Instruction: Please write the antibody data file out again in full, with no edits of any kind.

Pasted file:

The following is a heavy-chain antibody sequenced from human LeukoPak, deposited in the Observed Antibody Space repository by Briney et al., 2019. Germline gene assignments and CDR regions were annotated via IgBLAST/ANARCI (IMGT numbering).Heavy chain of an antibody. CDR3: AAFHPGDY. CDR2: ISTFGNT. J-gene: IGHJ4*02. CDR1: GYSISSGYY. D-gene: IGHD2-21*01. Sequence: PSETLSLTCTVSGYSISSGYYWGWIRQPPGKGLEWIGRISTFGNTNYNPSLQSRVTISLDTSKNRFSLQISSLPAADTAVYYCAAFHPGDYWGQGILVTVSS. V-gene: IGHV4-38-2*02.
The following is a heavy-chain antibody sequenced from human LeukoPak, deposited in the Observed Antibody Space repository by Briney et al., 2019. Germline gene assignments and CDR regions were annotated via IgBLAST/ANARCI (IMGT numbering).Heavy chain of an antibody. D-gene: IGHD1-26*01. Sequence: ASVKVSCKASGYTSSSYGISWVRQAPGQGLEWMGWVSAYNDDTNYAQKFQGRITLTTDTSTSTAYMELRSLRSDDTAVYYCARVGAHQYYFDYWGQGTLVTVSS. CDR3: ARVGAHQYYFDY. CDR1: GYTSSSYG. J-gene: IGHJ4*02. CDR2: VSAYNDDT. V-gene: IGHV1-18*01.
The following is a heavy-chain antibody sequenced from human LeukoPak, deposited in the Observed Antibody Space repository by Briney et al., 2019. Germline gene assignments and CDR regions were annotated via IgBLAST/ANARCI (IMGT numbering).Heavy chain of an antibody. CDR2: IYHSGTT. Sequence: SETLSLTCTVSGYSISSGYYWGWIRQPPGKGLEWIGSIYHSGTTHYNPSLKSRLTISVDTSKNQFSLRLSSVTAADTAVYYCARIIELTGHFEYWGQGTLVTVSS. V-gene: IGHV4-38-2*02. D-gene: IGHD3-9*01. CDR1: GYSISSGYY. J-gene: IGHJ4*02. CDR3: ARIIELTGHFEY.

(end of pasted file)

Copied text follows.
The following is a heavy-chain antibody sequenced from human LeukoPak, deposited in the Observed Antibody Space repository by Briney et al., 2019. Germline gene assignments and CDR regions were annotated via IgBLAST/ANARCI (IMGT numbering).Heavy chain of an antibody. CDR3: AAFHPGDY. CDR2: ISTFGNT. J-gene: IGHJ4*02. CDR1: GYSISSGYY. D-gene: IGHD2-21*01. Sequence: PSETLSLTCTVSGYSISSGYYWGWIRQPPGKGLEWIGRISTFGNTNYNPSLQSRVTISLDTSKNRFSLQISSLPAADTAVYYCAAFHPGDYWGQGILVTVSS. V-gene: IGHV4-38-2*02.
The following is a heavy-chain antibody sequenced from human LeukoPak, deposited in the Observed Antibody Space repository by Briney et al., 2019. Germline gene assignments and CDR regions were annotated via IgBLAST/ANARCI (IMGT numbering).Heavy chain of an antibody. D-gene: IGHD1-26*01. Sequence: ASVKVSCKASGYTSSSYGISWVRQAPGQGLEWMGWVSAYNDDTNYAQKFQGRITLTTDTSTSTAYMELRSLRSDDTAVYYCARVGAHQYYFDYWGQGTLVTVSS. CDR3: ARVGAHQYYFDY. CDR1: GYTSSSYG. J-gene: IGHJ4*02. CDR2: VSAYNDDT. V-gene: IGHV1-18*01.
The following is a heavy-chain antibody sequenced from human LeukoPak, deposited in the Observed Antibody Space repository by Briney et al., 2019. Germline gene assignments and CDR regions were annotated via IgBLAST/ANARCI (IMGT numbering).Heavy chain of an antibody. CDR2: IYHSGTT. Sequence: SETLSLTCTVSGYSISSGYYWGWIRQPPGKGLEWIGSIYHSGTTHYNPSLKSRLTISVDTSKNQFSLRLSSVTAADTAVYYCARIIELTGHFEYWGQGTLVTVSS. V-gene: IGHV4-38-2*02. D-gene: IGHD3-9*01. CDR1: GYSISSGYY. J-gene: IGHJ4*02. CDR3: ARIIELTGHFEY.